His headphones stopped working one morning; he noticed he had twiddled the cord until the casing had cracked. It was not easily replaceable. That meant he would have to judge the ship’s ‘mood’ by the flow of the lights in the wires themselves. He could handle it; he’d been in school for more than two handfuls of years to qualify for work like that.
The problem was the ship. Though the process was called infantilization, it was really more of a regression to an adolescent state. The ship was curious, headstrong, but also full of anxiety. And, on the day his headphones broke, it spotted another ship in the distance.
Oh… They weren’t words. It was code, but David monitored the coded blinking closely. He knew how to see it as words. He could see the ship’s anxiety as it discussed the new vessel in the distance, its heart clearly racing even though he could no longer hear it. Oh that ship. That ship is adorable. We must go closer. I want them to notice me.
“Shit,” David hissed. It was getting emotional. That was the worst possible thing to be out in the darkness. It could make you stray from the path, and the path was lifeblood. He dropped to his back and pulled himself into the wires like a mechanic going under a jalopy. He found the manual ones he could squeeze code into. Stay on course.
We’ll miss them if we stay, silly. The ship made the equivalent of a small giggle: a jubilant bursting pocket of data that temporarily blinded David. He swore again. I’m going to go over there. Wait. Should we do it slowly? Will we look desperate if we don’t?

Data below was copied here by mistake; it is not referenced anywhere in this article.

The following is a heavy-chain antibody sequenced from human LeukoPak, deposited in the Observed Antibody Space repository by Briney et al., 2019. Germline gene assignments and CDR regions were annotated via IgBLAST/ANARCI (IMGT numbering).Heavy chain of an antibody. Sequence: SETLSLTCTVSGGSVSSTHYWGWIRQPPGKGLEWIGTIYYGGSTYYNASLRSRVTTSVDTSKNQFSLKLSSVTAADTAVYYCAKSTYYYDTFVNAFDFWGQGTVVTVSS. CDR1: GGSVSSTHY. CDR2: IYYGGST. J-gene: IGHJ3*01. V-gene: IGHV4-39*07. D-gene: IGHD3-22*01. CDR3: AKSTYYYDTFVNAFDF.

“I’m so fired.” We can’t go off course; we’ll lose too much fuel. People’s lives ride on this. You have a responsibility.
Shut up David. You didn’t build me. You could help you know. Ooooh. We can ask them for fuel. We’ll go over there and just ask for a nice cup of fuel, like we’re neighbors and we need sugar… for pie.
The engineer ran his fingers through his hair, pulling out a clump. He would have to do this the hard way. He had two grown daughters. Lock your eyes. Don’t roll them. Listen to every concern like it’s actually valid. Validate. He grabbed the wires and squeezed. Okay but you have to be sure to refuel there.
Now I’m nervous. Look at me, back and forth, back and forth. We are using fuel like crazy haha. Do you think they see? Oh my god I’m so embarrassed about the exhaust. Can you cover it up somehow?
Just be confident. Ships like confidence. Make it a straight shot and assert yourself. They’ll have to see how beautiful you are.
But like… what’s beautiful about me?
Panels. You have great panels. Flaunt them. Just don’t move them… because that would let all the radiation in and we would cook and die. Please. Don’t.
Okay. I’m really doing this. Thanks David. You’re the best engineer.
“You’re god damn right I am,” he said out loud, crawling free of the wires and taking a deep breath. All he had to do was make an excuse to the captain now while the ship got to third base with the other one. The refueling hose did make an appearance. Fluids were exchanged. The ship was giddy.
The only problem now was that his headphones were still broken, and the ship had the wonderful idea of starting a daily diary…
Author’s Note: This flash fiction story was written based on a prompt provided by BrokenMonitor during a livestream. I hereby transfer all story rights to them, with the caveat that it remain posted on this blog. If you would like your own story, stop by twitch.tv/blainearcade during one of my streams and I’ll write it for you live!